quinta-feira, 10 de maio de 2012
''A WHALE OF A TIME IN GREENLAND''
Greenland's summer solstice was momentous. Not only did the Arctic island throw off the yoke of colonialism, but also locals feasted on the flesh of rare whales, writes a news editor for The Economist ...
Given the choice of subsisting on seal or whale I would plump for the former, without enthusiasm. A mouthful of seal flesh has little to recommend it, unless you are drawn to a slippery, dark, lamb-like meat that tastes as if it had been left to stew in a dirty aquarium. But neither is whale tempting: chewing its skin is like gnawing a strip of leather soaked in cod-liver oil. In either case, at least on the first encounter, a diner is likely to experience a faint sense of nausea. If you must have whale, cetacean biltong (whale jerky) is more palatable than the fresh stuff.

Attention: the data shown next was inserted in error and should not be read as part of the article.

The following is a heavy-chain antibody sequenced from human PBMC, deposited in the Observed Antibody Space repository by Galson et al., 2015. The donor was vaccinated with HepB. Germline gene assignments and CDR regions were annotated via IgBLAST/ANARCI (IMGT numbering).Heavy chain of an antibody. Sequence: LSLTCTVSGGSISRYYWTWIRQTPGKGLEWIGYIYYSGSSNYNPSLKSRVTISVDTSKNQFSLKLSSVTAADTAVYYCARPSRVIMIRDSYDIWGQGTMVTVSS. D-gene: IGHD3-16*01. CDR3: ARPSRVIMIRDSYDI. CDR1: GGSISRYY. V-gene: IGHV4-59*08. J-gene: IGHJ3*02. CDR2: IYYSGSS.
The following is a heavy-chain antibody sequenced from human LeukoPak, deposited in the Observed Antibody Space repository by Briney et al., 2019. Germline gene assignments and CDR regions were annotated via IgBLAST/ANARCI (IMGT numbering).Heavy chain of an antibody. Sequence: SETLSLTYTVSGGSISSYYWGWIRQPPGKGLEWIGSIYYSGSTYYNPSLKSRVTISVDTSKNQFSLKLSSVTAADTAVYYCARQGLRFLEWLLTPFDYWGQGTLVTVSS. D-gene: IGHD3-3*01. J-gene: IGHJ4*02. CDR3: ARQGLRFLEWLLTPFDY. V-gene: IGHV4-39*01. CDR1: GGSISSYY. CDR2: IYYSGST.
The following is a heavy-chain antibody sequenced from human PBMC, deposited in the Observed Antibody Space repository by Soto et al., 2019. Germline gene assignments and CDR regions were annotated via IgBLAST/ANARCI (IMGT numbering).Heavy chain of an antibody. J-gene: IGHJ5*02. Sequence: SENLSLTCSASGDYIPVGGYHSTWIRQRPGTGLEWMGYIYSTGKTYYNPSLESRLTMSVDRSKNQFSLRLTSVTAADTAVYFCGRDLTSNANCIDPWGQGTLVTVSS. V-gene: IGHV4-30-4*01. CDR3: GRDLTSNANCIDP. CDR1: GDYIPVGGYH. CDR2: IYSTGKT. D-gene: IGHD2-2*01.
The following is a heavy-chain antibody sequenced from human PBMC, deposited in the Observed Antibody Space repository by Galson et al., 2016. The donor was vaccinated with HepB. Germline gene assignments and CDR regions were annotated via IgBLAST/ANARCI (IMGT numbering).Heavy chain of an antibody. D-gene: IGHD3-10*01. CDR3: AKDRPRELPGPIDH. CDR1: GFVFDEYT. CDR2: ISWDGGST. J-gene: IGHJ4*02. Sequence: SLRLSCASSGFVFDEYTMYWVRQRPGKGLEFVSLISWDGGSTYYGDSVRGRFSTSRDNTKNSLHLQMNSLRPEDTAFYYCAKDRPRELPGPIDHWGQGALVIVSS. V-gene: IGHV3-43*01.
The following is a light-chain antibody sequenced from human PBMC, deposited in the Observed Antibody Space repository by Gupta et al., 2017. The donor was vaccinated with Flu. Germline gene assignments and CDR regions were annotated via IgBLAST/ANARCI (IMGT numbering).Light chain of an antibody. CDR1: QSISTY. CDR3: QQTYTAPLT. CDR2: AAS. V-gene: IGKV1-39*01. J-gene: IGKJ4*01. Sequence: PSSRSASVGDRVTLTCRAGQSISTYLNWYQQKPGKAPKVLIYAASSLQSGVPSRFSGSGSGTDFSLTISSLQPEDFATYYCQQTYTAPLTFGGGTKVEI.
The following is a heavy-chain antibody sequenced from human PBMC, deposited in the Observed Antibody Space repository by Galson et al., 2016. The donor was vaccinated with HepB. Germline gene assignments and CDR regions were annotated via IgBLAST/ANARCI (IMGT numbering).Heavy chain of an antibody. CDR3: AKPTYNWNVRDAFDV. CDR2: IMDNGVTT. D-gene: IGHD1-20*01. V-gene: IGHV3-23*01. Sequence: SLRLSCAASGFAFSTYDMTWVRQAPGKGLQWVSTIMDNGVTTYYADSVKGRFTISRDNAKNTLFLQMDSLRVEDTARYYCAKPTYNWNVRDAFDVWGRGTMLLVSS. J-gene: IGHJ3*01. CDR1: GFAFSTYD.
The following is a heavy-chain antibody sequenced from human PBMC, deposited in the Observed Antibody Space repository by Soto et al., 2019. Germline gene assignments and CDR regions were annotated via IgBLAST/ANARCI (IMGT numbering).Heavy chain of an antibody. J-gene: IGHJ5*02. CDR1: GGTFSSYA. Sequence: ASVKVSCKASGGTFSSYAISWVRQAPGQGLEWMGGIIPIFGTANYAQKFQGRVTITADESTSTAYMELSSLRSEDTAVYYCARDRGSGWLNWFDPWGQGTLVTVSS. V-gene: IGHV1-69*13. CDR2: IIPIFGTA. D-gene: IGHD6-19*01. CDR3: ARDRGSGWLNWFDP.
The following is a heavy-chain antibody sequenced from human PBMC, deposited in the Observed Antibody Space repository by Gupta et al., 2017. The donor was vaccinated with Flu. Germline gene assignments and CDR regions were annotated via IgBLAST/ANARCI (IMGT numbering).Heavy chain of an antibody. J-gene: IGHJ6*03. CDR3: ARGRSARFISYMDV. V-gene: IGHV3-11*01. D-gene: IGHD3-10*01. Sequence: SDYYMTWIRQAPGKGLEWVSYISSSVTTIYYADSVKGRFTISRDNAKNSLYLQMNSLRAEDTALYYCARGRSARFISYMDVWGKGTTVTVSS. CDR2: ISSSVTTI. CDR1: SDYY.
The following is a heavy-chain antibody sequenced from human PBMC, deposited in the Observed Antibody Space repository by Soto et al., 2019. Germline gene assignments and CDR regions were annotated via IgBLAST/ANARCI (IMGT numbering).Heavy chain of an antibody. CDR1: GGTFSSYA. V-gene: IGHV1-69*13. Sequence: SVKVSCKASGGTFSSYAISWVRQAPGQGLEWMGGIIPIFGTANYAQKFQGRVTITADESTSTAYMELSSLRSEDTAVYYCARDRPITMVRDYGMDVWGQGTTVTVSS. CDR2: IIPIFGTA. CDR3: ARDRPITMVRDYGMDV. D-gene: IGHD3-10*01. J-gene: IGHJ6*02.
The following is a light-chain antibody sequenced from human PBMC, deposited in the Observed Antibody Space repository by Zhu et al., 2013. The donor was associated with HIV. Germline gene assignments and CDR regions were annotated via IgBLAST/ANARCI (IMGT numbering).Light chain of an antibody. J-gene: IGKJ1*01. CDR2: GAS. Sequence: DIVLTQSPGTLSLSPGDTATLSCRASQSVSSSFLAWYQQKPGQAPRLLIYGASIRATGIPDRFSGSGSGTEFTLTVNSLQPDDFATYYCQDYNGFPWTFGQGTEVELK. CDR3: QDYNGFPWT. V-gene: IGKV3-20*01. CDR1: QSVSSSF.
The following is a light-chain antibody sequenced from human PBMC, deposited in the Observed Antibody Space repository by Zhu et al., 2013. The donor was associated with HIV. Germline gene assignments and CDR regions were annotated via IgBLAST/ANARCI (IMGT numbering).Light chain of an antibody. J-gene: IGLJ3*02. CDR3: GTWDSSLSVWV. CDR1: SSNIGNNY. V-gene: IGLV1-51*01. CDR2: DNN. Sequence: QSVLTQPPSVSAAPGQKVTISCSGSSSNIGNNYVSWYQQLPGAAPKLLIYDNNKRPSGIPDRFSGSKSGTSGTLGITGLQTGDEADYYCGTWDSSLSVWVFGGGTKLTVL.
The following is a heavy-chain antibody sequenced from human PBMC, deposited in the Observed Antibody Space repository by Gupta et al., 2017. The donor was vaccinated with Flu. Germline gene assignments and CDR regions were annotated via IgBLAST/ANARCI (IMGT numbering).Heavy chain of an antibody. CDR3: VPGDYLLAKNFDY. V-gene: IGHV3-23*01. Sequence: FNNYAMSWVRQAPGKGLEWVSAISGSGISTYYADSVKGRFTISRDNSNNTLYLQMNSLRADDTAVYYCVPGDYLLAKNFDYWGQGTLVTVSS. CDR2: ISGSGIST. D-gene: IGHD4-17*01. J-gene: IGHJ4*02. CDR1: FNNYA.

Most Greenlanders, however, relish both meats when the chance arises. A recent weekend in Nuuk, the Greenlandic capital, saw a triple excuse to indulge. The summer solstice, which serves as the national day, coincided both with the replacement after 30 years of a much-disliked government and with celebrations for throwing off (sort of) three centuries of Denmark’s colonial yoke. As a result, Nuuk was in a festive mood. The pretty red-and-white Greenlandic flag fluttered from every bus, official building and school-child’s hand. The town was criss-crossed by processions of men in white anoraks and jovial women in coloured beads and embroidered seal-skin outfits. Visiting dignitaries enthusiastically ripped veils from new pieces of public art: in one square revealing a statue of seals at play, while above the town beach appeared three slabs of concrete holding aloft a ball of stone.